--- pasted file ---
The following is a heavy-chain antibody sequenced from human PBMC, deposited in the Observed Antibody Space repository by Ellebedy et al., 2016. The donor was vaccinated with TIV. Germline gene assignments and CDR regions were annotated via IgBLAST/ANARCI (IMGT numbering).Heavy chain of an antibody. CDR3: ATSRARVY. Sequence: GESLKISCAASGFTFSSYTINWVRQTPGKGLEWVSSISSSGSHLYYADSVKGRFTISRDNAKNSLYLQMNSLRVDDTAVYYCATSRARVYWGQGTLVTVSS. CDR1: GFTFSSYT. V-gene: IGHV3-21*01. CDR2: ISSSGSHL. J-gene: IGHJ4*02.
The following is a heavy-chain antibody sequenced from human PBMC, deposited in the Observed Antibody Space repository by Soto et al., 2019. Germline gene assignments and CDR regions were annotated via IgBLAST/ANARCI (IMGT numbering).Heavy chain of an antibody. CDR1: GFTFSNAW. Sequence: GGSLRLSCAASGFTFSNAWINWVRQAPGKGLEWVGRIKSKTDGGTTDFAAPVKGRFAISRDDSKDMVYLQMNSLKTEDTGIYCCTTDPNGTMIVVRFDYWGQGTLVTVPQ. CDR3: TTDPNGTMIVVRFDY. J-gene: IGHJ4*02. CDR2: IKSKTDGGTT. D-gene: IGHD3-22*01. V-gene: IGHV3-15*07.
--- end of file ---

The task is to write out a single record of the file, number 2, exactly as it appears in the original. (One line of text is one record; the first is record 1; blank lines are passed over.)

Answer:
The following is a heavy-chain antibody sequenced from human PBMC, deposited in the Observed Antibody Space repository by Soto et al., 2019. Germline gene assignments and CDR regions were annotated via IgBLAST/ANARCI (IMGT numbering).Heavy chain of an antibody. CDR1: GFTFSNAW. Sequence: GGSLRLSCAASGFTFSNAWINWVRQAPGKGLEWVGRIKSKTDGGTTDFAAPVKGRFAISRDDSKDMVYLQMNSLKTEDTGIYCCTTDPNGTMIVVRFDYWGQGTLVTVPQ. CDR3: TTDPNGTMIVVRFDY. J-gene: IGHJ4*02. CDR2: IKSKTDGGTT. D-gene: IGHD3-22*01. V-gene: IGHV3-15*07.